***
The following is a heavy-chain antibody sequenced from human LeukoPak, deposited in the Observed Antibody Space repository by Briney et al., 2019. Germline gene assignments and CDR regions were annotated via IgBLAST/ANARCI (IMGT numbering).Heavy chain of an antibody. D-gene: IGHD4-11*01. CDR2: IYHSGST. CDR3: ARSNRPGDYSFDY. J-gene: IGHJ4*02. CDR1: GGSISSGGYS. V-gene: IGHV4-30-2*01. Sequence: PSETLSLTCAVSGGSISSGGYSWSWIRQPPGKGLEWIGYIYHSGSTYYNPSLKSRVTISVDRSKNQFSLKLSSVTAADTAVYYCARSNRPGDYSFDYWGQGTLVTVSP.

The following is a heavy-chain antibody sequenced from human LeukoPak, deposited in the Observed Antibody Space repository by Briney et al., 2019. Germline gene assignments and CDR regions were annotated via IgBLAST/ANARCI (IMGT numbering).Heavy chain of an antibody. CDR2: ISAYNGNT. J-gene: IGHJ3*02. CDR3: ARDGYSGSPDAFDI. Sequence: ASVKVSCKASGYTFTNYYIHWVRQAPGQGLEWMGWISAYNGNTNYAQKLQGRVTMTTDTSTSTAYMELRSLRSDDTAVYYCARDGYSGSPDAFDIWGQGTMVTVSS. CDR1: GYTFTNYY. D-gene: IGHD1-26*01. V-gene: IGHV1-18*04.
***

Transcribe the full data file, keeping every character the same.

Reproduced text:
The following is a heavy-chain antibody sequenced from human LeukoPak, deposited in the Observed Antibody Space repository by Briney et al., 2019. Germline gene assignments and CDR regions were annotated via IgBLAST/ANARCI (IMGT numbering).Heavy chain of an antibody. D-gene: IGHD4-11*01. CDR2: IYHSGST. CDR3: ARSNRPGDYSFDY. J-gene: IGHJ4*02. CDR1: GGSISSGGYS. V-gene: IGHV4-30-2*01. Sequence: PSETLSLTCAVSGGSISSGGYSWSWIRQPPGKGLEWIGYIYHSGSTYYNPSLKSRVTISVDRSKNQFSLKLSSVTAADTAVYYCARSNRPGDYSFDYWGQGTLVTVSP.

The following is a heavy-chain antibody sequenced from human LeukoPak, deposited in the Observed Antibody Space repository by Briney et al., 2019. Germline gene assignments and CDR regions were annotated via IgBLAST/ANARCI (IMGT numbering).Heavy chain of an antibody. CDR2: ISAYNGNT. J-gene: IGHJ3*02. CDR3: ARDGYSGSPDAFDI. Sequence: ASVKVSCKASGYTFTNYYIHWVRQAPGQGLEWMGWISAYNGNTNYAQKLQGRVTMTTDTSTSTAYMELRSLRSDDTAVYYCARDGYSGSPDAFDIWGQGTMVTVSS. CDR1: GYTFTNYY. D-gene: IGHD1-26*01. V-gene: IGHV1-18*04.